To me, the best green invention in the world is the compact fluorescent light bulb: these bulbs cost more up front but they last about ten years, give good light, and cut energy bills in a big way. Since they don’t give off heat of their own, they even reduce summer AC bills. My own home electricity bill has declined about 25 percent since I finished swapping out all of my frequently used incandescent bulbs. They paid for themselves within a year. And, as greenie-pinkos rightly point out, we could reduce our need for new power plants a lot if more Americans used them. As conservatives and libertarians, we like power plants (particularly those that pollute a lot) but we should favor efforts like this because they would leave us with more energy to power seal-clubbing machines, build evil robots to steal candy from children, and blow up levees near poor neighborhoods. Perhaps because of the hefty up-front cost, however, compact fluorescent bulbs haven’t caught on: most stores only carry a few types of these bulbs and I tend to think that selection has declined. Somebody could market these things better.
In their quest to force the purchase of things almost that nobody wants to buy like (as Iain puts it)
indulgences carbon credits and wind power, the greenies have forgotten a lot of the useful innovations that are sitting right under their noses. Enron had a division that would come into commercial buildings, make them more energy efficient and then pay itself out of the savings. My condo complex has a plumbing service that fixes leaks without up front cost and takes a cut of the water bill reduction that accompanies this. Why not do this for home electrical bills?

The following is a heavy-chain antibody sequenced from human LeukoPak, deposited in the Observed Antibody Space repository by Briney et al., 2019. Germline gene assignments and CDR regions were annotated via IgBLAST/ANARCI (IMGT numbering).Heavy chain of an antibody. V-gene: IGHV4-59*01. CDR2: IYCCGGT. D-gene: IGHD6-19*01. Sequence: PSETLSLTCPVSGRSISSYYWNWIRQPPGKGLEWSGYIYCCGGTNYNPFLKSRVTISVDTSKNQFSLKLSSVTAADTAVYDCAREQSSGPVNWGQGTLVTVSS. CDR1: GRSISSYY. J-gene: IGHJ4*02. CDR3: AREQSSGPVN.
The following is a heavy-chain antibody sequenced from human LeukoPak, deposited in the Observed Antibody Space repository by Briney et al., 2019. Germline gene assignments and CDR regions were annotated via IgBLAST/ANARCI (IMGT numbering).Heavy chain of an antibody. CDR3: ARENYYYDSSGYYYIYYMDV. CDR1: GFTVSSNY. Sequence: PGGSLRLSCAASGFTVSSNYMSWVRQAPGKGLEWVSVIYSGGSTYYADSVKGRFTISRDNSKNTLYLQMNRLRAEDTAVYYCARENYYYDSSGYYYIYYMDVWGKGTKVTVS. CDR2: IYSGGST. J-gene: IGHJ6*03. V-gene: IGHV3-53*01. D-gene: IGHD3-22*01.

A company could buy people more efficent bulbs and get paid out of energy bill savings. Doing this for even a few hundred thousand homes would probably do more to reduce emissions and save energy than all of the wind-power credits purchased to date everywhere. Both homeowners and companies would get real cold, hard, cash in return.
To do it, we need somebody who thinks about markets and money to dream up a business model for doing this in a way that produces a lot of profits.
I’m sure it’s possible. It”s worth noting that what I would guess is the biggest explicitly green business in the country–Whole Foods Markets–was started and is still run by a couple of smash-the-state libertarians.